NOTE: These charity website tips are also relevant to humanitarian issues. As regards human adoptions, it may also be argued that such adoption sites examine the pros and cons of showing photos of their children for adoption. At present we have found no evidence of research that provides statistical proof either way.

12 Tips on Your Site Layout

1. If you are an animal welfare based site, the first thing to do is think carefully about the key colours of your site's layout. The worst you can do is use black backgrounds and red-based overlays of text and graphics. This combination immediately gives visitors the impression they are entering a dismal and angry environment of extreemist-style activity. You need to draw in people's possible interest in your cause with subtleness, so they don't feel overwhelmed. Therefore, avoid pictures of animals in distress on your opening page. Many people can't stomach the sight of tortured or dead animals and will simply turn away from your site before exploring any further. Therefore, you are simply loosing their potential help.
Give your visitors the option to choose if they do or don't want to see distressing pictures. Place a link on your front page leading to them, but next to the link make sure you write "Caution, these pictures may upset you".

2. Avoid too much clutter on your opening page. Don't make it too wordy. Keep it simple and provide a clear, straight forward menu for your visitors to quickly choose from. As mentioned in the previous tip, design your website with a bright and inviting hue - not dark and gloomy. Your site should reflect hope and positiveness - to show that your mission is there to help improve matters, not to dwell on the despair. The information on your site will explain the plight of your mission clearly enough. So make the graphical experience of your site an aspiring environment that suggests that you are driving to succeed with your cause.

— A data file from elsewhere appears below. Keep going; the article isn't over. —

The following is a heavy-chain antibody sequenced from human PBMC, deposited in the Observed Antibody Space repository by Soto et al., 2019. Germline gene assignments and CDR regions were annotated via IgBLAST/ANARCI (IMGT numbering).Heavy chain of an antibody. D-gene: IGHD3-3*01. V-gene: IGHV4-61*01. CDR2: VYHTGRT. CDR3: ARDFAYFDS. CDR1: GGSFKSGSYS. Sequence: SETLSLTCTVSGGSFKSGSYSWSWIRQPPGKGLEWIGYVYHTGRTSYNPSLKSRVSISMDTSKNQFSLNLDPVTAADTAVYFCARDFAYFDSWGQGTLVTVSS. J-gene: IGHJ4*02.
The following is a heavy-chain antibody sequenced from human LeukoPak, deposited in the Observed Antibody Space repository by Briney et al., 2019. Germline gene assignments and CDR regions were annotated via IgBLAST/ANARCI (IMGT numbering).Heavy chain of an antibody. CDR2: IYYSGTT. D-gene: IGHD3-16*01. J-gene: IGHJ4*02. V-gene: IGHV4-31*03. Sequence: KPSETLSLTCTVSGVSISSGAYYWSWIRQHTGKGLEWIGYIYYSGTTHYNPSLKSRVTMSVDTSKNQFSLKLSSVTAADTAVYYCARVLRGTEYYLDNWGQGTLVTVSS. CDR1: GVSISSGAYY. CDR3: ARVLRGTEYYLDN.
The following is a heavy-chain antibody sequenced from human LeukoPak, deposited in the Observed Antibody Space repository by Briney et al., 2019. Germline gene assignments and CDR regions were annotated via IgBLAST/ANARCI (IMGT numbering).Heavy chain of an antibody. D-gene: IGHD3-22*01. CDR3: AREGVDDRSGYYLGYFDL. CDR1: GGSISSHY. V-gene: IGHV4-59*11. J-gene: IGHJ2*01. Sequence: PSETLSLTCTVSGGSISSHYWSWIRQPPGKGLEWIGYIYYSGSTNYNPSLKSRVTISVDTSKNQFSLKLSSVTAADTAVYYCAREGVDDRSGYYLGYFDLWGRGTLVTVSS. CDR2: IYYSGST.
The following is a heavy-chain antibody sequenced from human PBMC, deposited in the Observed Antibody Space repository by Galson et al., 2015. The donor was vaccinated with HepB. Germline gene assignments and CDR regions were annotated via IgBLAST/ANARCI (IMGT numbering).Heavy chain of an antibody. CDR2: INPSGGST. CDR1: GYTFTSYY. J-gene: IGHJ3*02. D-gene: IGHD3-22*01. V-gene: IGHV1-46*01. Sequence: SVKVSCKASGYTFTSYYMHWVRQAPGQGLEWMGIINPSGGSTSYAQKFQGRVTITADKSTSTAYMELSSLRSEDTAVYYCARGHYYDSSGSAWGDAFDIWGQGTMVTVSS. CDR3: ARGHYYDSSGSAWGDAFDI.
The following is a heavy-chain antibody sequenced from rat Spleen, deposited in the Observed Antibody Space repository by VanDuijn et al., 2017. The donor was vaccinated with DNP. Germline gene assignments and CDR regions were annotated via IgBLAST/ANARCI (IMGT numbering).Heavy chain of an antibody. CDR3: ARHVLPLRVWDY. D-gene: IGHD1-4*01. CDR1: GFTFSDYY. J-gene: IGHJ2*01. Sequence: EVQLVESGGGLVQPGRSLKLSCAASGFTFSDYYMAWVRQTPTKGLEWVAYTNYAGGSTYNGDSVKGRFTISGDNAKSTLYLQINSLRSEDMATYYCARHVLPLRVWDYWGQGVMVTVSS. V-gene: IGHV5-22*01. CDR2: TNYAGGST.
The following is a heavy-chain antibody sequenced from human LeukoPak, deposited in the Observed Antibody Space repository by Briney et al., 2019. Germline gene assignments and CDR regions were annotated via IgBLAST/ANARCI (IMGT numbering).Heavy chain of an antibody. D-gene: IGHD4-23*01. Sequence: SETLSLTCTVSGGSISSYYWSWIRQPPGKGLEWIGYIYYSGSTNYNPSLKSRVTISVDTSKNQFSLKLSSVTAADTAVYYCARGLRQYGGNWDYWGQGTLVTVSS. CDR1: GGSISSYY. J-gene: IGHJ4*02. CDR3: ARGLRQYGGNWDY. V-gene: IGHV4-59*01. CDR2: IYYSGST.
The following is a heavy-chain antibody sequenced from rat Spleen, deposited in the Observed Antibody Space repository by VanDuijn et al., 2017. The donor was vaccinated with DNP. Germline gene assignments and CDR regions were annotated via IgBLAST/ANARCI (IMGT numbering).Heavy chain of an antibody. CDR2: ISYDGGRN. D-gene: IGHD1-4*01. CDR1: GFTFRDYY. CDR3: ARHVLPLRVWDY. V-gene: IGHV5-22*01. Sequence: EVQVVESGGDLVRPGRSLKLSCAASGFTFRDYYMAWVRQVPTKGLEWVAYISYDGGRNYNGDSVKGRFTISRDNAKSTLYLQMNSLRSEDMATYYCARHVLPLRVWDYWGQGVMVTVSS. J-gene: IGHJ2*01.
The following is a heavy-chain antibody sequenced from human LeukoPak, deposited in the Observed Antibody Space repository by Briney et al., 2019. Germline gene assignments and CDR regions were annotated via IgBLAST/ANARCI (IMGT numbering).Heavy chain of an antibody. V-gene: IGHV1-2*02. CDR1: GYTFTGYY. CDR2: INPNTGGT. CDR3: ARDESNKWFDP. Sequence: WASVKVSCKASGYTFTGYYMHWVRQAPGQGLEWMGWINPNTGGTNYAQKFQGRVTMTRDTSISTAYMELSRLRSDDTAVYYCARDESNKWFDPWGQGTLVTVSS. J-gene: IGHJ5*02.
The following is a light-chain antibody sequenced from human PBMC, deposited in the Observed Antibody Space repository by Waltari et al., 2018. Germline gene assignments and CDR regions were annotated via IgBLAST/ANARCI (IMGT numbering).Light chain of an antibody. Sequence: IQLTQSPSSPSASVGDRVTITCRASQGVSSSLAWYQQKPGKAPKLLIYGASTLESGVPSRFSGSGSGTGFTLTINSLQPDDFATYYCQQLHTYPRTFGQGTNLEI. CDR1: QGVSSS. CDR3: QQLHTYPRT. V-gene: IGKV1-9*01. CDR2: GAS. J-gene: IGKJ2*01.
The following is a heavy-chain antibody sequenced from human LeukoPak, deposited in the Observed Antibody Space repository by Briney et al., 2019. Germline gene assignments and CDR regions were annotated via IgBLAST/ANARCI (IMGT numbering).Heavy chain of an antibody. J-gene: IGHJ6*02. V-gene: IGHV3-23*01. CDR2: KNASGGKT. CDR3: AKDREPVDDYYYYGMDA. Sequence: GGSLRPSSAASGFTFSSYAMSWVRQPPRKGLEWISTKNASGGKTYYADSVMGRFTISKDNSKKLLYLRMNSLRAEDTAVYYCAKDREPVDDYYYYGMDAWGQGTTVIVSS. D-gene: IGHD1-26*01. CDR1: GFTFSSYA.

3. If you are not a natural artist, don't use your website as your testing-bed to play with your hobby! Remember, people are coming to visit your site to read about your mission and your needs - not to be bombarded with tacky animations and messy layouts. Above all, avoid all superfluous G**gle style streaming adverts, they will only distract people from your cause. (see more on this at 9.)

4. Your donation button is your lifeline. Make sure your link is always displayed at the same place on each page, above the "scroll-line" and preferably on top left or right. If you are using Paypal, then keep the donation button graphic looking like it is part of Paypal (or simply use their own buttons) This recognizable graphic reassures visitors that their donation is being administered by a safe on-line payment process.